At V Factor we are working with samples collected during the H.M.S. Challenger expedition. This is really exciting as these samples were collected over 100 years ago and hold so much prestige within the scientific world. So what was the H.M.S. Challenger expedition all about?
The H.M.S. Challenger Expedition took place from December 7th 1872 to May 24th 1876 and was the first major scientific cruise1. The voyage lasted 1000 days and covered nearly 68,000 nautical miles (127,000 km)2. Plans for the cruise began when Professor Charles Wyville Thomson of Edinburgh University asked the Royal Society of London to make a proposal to the British Government to see if it would be possible for one of the H.M.S. ships to be equipped for an ocean exploration cruise around the world. The proposal was accepted without much opposition, and the H.M.S. Challenger was chosen for the voyage. The Challenger was a three-masted, square rigged wooden ship (above3) which was 200 feet in length. Many of the ships’ guns were removed to make space for the specially designed scientific laboratories, sample storage space and workrooms1. The ship also had auxiliary steam power, which helped during sample collection3. Only 6 scientists were on board during the expedition including Charles Wyville Thomson. The ship’s commander was Captain George Nares and there were also 216 crew members. After the voyage ended, only 144 crew members were left; 7 had died, and 26 were hospitalised, unable to continue or had left1.
The expedition covered parts of the Atlantic and Pacific Oceans, the arctic seas and south of the Antarctic Circle1. Millions of new samples were collected, and many new species of organisms were found. Drill cores were brought up from depths of just over 8 km3. This was certainly a big step up from previous voyages, which had only explored depths of up to 1 km! A major result from the Challenger expedition was the discovery of the deepest place in the ocean – the Marianas trench, located in the western Pacific (sea floor is > 4 miles deep); this area is now called the Challenger deep in the voyages’ honour. The Mid-Atlantic ridge was also discovered in the Atlantic ocean4.
362 sites were sampled across all the continents (see below6). Observations such as the depth, atmospheric and meteorological conditions and surface current direction and rate were recorded1. Samples from the sea bed, water from different depths and fauna from different depths (collected by nets or dredging) were also collected. The expedition was also important in surveying the shape of the ocean floor; this information would be important to submarine cabling companies in the future3.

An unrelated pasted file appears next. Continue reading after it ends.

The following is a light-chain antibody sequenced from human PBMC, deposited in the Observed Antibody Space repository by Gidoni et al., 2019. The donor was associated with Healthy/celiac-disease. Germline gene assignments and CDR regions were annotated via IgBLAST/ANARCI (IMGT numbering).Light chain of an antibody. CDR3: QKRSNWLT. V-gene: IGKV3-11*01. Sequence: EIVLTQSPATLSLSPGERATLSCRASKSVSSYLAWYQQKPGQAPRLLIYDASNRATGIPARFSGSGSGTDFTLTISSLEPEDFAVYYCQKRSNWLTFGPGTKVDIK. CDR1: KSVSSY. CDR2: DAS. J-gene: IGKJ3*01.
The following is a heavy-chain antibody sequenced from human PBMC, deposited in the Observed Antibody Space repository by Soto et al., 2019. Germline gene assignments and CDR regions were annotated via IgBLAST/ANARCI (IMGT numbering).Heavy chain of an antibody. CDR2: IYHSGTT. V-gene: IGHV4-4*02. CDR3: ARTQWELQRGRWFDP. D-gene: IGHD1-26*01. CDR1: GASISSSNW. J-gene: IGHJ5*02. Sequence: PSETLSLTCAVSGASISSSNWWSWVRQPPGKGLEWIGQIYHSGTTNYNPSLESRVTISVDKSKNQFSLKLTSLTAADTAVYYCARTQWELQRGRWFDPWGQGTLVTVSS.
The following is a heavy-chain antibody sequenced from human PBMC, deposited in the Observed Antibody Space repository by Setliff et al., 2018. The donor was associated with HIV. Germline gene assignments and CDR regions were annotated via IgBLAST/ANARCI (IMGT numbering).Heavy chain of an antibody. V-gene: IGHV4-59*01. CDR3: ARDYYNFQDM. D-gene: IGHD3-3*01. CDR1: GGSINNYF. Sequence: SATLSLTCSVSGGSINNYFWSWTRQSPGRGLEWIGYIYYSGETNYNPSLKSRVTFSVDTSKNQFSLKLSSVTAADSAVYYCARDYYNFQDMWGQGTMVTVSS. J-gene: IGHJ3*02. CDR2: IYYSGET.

Eventually, 50 volumes containing illustrations, photographs and details about specimens from the voyage were published between 1885 and 1895. Scientists who contributed towards the Challenger expedition in any way were presented with a Challenger Medal1. Most of the samples collected are now at the Natural History Museum. These include microfossils (such as foraminifera and diatoms) and rocks. The collections are used by scientists worldwide for climatic, chemical, physical and biological studies.
Even though this was a major cruise and played such a significant part in the advancing of ocean science, all that now remains of the H.M.S. Challenger is the figurehead. This can be seen in the foyer at the National Oceanography Centre in Southampton. After the ship returned, she was used by the Coast Guard and as a drill ship for the Naval Reserves; she was then decommissioned in 1878, and became a 'floating warehouse' in 1883. The Challenger remained docked in the River Medway until 1921 until she was demolished5.
The expedition the H.M.S. Challenger helped to carry out has left a great legacy - giving scientists across the globe plenty of samples to work with and to enjoy for many years to come.
1. Challenger Society for Marine Science (2013) "History of the Challenger Society for Marine Science" [Online] Available from http://www.challenger-society.org.uk/node/8
2. Bishop, T., Tuddeham, P., Ryan, M., Payne, D. & Babb, I. (2003) "Then and Now: The HMS Challenger Expedition and the “Mountains in the Sea” Expedition" [Online] Available from http://oceanexplorer.noaa.gov/explorations/03mountains/background/challe... [Accessed 29/09/2013]
3. Stonybrook University Biology Department (2013) "The Voyage of the Challenger" Availabe from http://life.bio.sunysb.edu/marinebio/challenger.html [Accessed 29/09/2013]
4. Woods Hole Oceanographic Institution (2013) "Dive and Discover: History of Oceanography" Available from http://www.divediscover.whoi.edu/history-ocean/challenger.html
5. Birch aquarium at the Scripps Institution of Oceanography, UC San Diego (2013) "HMS Challenger" Available from http://aquarium.ucsd.edu/Education/Learning_Resources/Challenger/vessel2...
6. Bernews (2013) "Bermuda and The ''Challenger'' expedition" Available from http://bernews.com/2013/03/bermuda-and-the-challenger-expedition/ [Accessed 30/09/2013]
"The Silent Landscape: Discovering the World of the Oceans in the Wake of HMS "Challenger's" Epic 1872 Mission to Explore the Sea Bed: In the Wake of HMS "Challenger" 1872-1876" by Richard Corfield